A brief history of Chaff

Chaff, originally called Window by the British and Düppel by the Second World War era German Luftwaffe, is a radar countermeasure in which aircraft or other targets spread a cloud of small, thin pieces of aluminium, metallized glass fibre or plastic, which either appears as a cluster of primary targets on radar screens or swamps the screen with multiple returns.

Modern armed forces use Chaff (in naval applications, for instance, using short-range SRBOC rockets) to distract radar-guided missiles from their targets. Most military aircraft and warships have chaff dispensing systems for self-defence. An intercontinental ballistic missile may release in its midcourse phase several independent warheads as well as penetration aids such as decoy balloons and chaff.

A Lancaster dropping Chaff. Photo RAF

In 1937, British researcher Gerald Touch (who was working with Robert Watson-Watt on radar) suggested that lengths of wire suspended from balloons or parachutes might overwhelm a radar system with false echoes and R. V. Jones had suggested that pieces of metal foil falling through the air might do the same.

Chaff containers.
In early 1942, a Telecommunications Research Establishment (TRE) researcher named Joan Curran investigated the idea and came up with a scheme for dumping packets of aluminium strips from aircraft to generate a cloud of false echoes. An early idea was to use sheets the size of a notebook page; these would be printed so they would also serve as propaganda leaflets. However, it was found the most effective version used strips of black paper backed with aluminium foil, exactly 27 by 2 centimetres (10.63 in × 0.79 in) and packed into bundles each weighing 1 pound (0.45 kg). The Head of the TRE, A. P. Rowe, code-named the device "Window".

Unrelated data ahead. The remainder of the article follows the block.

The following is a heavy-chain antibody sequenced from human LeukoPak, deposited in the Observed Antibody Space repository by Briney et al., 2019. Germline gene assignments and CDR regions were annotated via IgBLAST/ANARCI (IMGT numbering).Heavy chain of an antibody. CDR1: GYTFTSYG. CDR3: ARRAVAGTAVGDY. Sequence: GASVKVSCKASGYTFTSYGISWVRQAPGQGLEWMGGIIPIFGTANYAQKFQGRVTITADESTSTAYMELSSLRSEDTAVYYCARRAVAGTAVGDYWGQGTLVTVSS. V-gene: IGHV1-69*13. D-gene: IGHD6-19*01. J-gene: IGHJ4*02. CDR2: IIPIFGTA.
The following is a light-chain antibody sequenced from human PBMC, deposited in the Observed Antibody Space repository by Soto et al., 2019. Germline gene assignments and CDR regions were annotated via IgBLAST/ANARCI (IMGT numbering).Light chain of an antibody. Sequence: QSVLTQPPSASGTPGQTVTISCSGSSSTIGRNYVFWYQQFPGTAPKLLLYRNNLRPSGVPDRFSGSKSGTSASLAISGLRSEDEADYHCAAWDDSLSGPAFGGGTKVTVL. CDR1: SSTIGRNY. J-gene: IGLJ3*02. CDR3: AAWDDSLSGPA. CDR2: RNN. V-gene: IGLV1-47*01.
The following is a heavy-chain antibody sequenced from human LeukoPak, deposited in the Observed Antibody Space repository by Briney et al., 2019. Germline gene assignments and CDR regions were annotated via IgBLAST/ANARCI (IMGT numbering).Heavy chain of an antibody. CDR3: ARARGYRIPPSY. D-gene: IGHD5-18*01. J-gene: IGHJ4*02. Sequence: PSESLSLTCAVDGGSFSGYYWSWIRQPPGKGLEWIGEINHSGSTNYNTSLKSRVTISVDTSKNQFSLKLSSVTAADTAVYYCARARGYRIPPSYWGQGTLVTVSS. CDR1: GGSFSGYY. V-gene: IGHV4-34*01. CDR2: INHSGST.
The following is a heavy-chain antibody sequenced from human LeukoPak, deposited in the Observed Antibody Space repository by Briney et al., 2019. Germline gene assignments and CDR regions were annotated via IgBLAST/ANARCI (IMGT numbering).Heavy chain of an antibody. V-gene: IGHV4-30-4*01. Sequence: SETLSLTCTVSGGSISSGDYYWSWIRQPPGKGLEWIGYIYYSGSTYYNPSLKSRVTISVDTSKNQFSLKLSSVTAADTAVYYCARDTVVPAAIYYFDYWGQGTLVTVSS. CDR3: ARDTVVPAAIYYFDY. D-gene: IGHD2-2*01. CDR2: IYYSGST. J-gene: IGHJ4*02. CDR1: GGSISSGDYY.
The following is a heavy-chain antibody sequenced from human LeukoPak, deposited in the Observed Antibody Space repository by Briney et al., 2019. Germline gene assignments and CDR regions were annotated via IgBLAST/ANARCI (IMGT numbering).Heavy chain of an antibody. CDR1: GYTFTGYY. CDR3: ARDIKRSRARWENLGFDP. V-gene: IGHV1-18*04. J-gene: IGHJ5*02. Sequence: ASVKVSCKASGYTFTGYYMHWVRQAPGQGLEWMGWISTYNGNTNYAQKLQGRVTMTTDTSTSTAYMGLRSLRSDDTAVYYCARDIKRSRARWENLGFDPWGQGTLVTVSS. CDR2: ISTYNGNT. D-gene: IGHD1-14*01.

The effect of chaff on the display of a Giant Würzburg radar.

The effect of jamming appears in the left "jagged" half of the circular ring, contrasting with the normal "smooth" (unjammed) display on the right half of the circle, with a real target at the 3 o'clock position - on the jammed left side the real target "blip" would have been indistinguishable from the jamming.


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